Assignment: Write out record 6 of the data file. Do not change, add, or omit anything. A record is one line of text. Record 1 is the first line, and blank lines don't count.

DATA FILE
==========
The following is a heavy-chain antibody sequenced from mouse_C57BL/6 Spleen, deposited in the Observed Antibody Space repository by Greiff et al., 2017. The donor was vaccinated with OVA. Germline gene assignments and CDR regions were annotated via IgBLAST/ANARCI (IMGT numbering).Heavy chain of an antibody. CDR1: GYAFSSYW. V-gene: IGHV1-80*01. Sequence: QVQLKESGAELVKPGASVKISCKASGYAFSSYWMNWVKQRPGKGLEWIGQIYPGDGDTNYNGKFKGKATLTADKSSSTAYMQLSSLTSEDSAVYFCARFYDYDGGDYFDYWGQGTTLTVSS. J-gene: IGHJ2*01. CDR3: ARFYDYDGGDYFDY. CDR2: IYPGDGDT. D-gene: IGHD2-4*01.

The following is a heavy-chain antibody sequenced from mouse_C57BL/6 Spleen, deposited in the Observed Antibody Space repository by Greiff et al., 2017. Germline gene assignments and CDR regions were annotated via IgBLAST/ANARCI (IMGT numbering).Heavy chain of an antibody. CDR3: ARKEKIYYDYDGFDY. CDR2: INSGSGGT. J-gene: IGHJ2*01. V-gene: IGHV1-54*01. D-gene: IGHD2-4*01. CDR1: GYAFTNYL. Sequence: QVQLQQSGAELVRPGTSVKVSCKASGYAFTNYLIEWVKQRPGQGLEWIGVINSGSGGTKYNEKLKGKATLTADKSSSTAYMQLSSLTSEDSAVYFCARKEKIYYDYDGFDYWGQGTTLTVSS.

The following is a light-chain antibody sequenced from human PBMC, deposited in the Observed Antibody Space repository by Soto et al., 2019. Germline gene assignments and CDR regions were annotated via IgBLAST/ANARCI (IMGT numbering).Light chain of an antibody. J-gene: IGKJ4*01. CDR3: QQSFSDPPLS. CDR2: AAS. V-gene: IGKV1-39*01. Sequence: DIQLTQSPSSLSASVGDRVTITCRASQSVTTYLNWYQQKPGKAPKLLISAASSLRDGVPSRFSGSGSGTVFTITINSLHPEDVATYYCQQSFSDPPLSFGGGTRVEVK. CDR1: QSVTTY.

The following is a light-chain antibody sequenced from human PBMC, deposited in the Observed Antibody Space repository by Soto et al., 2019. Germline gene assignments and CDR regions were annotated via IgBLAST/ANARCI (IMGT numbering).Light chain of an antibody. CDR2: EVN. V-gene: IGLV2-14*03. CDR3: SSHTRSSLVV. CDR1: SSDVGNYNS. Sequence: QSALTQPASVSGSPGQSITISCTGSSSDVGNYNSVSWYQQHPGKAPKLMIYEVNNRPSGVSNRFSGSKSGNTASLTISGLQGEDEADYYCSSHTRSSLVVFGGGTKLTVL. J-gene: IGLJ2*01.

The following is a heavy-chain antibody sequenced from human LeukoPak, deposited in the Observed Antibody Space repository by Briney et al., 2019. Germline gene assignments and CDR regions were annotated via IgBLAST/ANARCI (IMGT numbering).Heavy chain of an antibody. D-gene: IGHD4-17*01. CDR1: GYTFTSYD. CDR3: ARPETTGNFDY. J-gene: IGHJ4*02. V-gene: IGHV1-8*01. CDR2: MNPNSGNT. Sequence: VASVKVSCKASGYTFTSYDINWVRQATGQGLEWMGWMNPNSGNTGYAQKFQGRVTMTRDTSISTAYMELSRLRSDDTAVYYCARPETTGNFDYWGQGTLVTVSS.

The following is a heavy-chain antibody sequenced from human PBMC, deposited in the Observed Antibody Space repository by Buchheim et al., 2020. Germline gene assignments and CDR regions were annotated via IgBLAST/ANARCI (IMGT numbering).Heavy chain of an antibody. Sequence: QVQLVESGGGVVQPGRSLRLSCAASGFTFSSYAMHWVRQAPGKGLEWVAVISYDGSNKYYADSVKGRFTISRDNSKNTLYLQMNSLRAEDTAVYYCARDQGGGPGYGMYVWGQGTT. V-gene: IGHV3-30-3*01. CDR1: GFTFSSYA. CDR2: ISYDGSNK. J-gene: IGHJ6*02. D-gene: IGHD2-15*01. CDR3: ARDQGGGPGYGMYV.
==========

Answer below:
The following is a heavy-chain antibody sequenced from human PBMC, deposited in the Observed Antibody Space repository by Buchheim et al., 2020. Germline gene assignments and CDR regions were annotated via IgBLAST/ANARCI (IMGT numbering).Heavy chain of an antibody. Sequence: QVQLVESGGGVVQPGRSLRLSCAASGFTFSSYAMHWVRQAPGKGLEWVAVISYDGSNKYYADSVKGRFTISRDNSKNTLYLQMNSLRAEDTAVYYCARDQGGGPGYGMYVWGQGTT. V-gene: IGHV3-30-3*01. CDR1: GFTFSSYA. CDR2: ISYDGSNK. J-gene: IGHJ6*02. D-gene: IGHD2-15*01. CDR3: ARDQGGGPGYGMYV.